Creating An ASP.NET MVC Project in Visual Studio 2015

Creating an ASP.Net MVC Project in Visual Studio 2015

Creating projects in Visual Studio 2015 is a guided process. This makes it a lot easier to create the correct project. The subsequent sections describe the process for creating an ASP.Net MVC project within Visual Studio 2015.

Prerequisites:

  • Visual Studio 2015 installed on a machine matching the recommended system specifications set by Microsoft

A New Project

The “New Project” dialog is used to create a new project in Visual Studio 2015. This can be opened in multiple ways:

  1. Start Page > Start list > “New Project…”
  2. File Menu > New > Project

OpenNewProjectDialog

Clicking “New Project…” from the Start list or navigating to “Project…” from the File > New menu will open the “New Project” Dialog. (Note: The dialog will look slightly different depending on the features and licenses installed).

FillingNewProjectDialog

To make sure the project is set up and configured properly by Visual Studio 2015 pay close attention to the following items:

  • .NET Framework version
    • This drop-down should contain all of the .NET Framework versions installed and supported by Visual Studio 2015
    • Select the version appropriate for your project. In this case, 4.6.2 is appropriate.
  • Project Type
    • Make sure to select the “ASP.NET Web Application (.NET Framework)” template to make sure you are not selecting a .NET Core version.
  • Name
    • This will name the ASP.NET MVC project. Name this according to established naming conventions of the organization. Generally it would use the following format: <Company Name>.<Project Name>.Web
  • Location
    • Select, Browse, or create a directory to contain the ASP.NET MVC project.
  • Solution Name
    • Name the solution file. If the “Create directory for solution” checkbox is checked, Visual Studio will create a directory for the solution named by the “Solution name” field. This solution directory contains all of the created projects. This is the default operation and is general considered best practice.

The next step is to click “OK”. The “New ASP.NET Web Application” dialog is displayed.

SelectATemplate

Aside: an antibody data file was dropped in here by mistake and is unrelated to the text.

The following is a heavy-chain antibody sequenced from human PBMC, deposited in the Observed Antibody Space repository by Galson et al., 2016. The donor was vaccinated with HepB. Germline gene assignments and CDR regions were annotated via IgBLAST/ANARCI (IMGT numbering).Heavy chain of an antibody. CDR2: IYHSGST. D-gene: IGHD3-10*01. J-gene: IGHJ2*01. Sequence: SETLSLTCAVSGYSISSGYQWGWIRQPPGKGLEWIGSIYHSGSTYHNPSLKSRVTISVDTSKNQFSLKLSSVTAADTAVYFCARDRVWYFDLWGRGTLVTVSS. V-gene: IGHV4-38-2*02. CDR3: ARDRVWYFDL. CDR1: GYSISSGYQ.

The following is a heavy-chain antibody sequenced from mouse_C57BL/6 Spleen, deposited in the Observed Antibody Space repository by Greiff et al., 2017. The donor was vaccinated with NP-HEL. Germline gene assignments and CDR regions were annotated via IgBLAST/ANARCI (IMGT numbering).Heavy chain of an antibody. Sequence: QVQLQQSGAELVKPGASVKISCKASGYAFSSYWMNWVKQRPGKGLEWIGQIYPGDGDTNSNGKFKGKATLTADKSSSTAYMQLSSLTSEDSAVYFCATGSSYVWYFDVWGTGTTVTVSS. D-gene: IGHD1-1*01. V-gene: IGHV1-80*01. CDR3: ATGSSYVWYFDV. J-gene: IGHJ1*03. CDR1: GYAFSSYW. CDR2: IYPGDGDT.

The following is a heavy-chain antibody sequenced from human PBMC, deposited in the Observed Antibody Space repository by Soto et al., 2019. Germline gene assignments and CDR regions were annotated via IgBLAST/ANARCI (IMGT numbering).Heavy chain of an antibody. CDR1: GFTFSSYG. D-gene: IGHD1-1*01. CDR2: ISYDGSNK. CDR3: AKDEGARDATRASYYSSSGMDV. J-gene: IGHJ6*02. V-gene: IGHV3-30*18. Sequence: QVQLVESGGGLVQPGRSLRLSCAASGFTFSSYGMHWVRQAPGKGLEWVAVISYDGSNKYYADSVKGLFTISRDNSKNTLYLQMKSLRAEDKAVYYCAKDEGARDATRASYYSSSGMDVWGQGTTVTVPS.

Within this dialog, make sure to choose the “MVC” template. An optional step is to include a Test project too. Then click “OK”.

Visual Studio will create the project based on the configuration settings. This may take a moment:

CreatingProjectProgress

When the creation process is complete, the project readme will open and the Solution Explorer will contain the solution and project:

ProjectCreateFinished

Enjoy your new project.

The Importance of SharePointWebPartCodeGenerator

Honestly, I have yet to actually enjoy SharePoint development specifically but, I still let myself learn. I want to briefly describe an issue I had when creating visual web parts in a sandbox solution. As the name of this entry implies, the SharePointWebPartCodeGenerator plays an important role in the web part creation. I will briefly describe what it is, where it is used, and why it is important. A basic knowledge of ASP.Net and developing in Visual Studio is necessary.

Huge Name, Small Functional Scope

The SharePointWebPartCodeGenerator is quite a self-descriptive name. It is a tool used to generate code for a web part. It is the “designer file” creator for the visual aspect of the SharePoint web part. Let me explain by describing what this is in average ASP.Net. In ASP.Net, pages and controls (ASPX and ASCX respectively) have a corresponding designer file. This is where the generated UI code is placed when a developer adds such things as “<asp:Textbox..” or “<asp:Literal..” etc etc. This is automated so it doesn’t usually affect the developer. The wonder that is the Visual Studio 2010 SharePoint Power Tools requires the use of the tool SharePointWebPartCodeGenerator. I’ll explain how and where to use this tool in the following sections.

Case in Point

I recently created a web part to display items from a list in a certain way and to wrap some specific functionality around those items. I went with a Visual Web Part. I find it a lot easier to develop a web user interface when it can actually be seen in HTML while I’m developing it. As usual, I found a better way to implement the web part only After I finished creating it. The change involved updating the controls used in the markup for the web part. After making the changes, I attempted to build the solution and got a nice error similar to:

‘..WebPart’ does not contain a definition for ‘userControlID’ and no extension method ‘userControlID’ accepting a first argument of type ‘..WebPart’ could be found (are you missing a using directive or an assembly reference?)

Looking at the project structure I noticed there was no designer file. Obviously, that is a problem! No designer file means that there is no code-behind support for the management of controls in my web part. I finally found that I needed to use a tool to create this designer file. I had to add ‘SharePointWebPartCodeGenerator’ to the ‘Custom Tool’ field of the markup file’s properties.

How-To

Let me describe this process. It is quite straightforward.

Make sure the markup file (e.g. .ascx) is selected in the Visual Studio project as shown below:

Select the ASCX In VS Solution Explorer

View the Properties of the markup file and make sure the ‘Custom Tool’ field contains ‘SharePointWebPartCodeGenerator’ as shown below:

Add SharePointWebPartCodeGenerator as CustomTool in ASCX's File Properties

This was all I needed to fix my issue. Making markup edits were no problem after I made that entry into the properties of the markup file. It now automatically runs the custom tool when I save my changes to the markup.